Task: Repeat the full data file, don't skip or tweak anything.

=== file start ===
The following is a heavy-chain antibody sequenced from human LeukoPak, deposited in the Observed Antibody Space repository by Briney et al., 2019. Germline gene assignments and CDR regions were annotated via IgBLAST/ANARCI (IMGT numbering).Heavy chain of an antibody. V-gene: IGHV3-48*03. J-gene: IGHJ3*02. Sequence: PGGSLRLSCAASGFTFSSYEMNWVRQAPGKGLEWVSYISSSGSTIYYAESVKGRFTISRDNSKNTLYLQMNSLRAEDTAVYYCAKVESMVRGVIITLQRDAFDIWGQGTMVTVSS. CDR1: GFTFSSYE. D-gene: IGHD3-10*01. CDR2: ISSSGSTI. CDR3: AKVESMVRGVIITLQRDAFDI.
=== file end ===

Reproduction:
The following is a heavy-chain antibody sequenced from human LeukoPak, deposited in the Observed Antibody Space repository by Briney et al., 2019. Germline gene assignments and CDR regions were annotated via IgBLAST/ANARCI (IMGT numbering).Heavy chain of an antibody. V-gene: IGHV3-48*03. J-gene: IGHJ3*02. Sequence: PGGSLRLSCAASGFTFSSYEMNWVRQAPGKGLEWVSYISSSGSTIYYAESVKGRFTISRDNSKNTLYLQMNSLRAEDTAVYYCAKVESMVRGVIITLQRDAFDIWGQGTMVTVSS. CDR1: GFTFSSYE. D-gene: IGHD3-10*01. CDR2: ISSSGSTI. CDR3: AKVESMVRGVIITLQRDAFDI.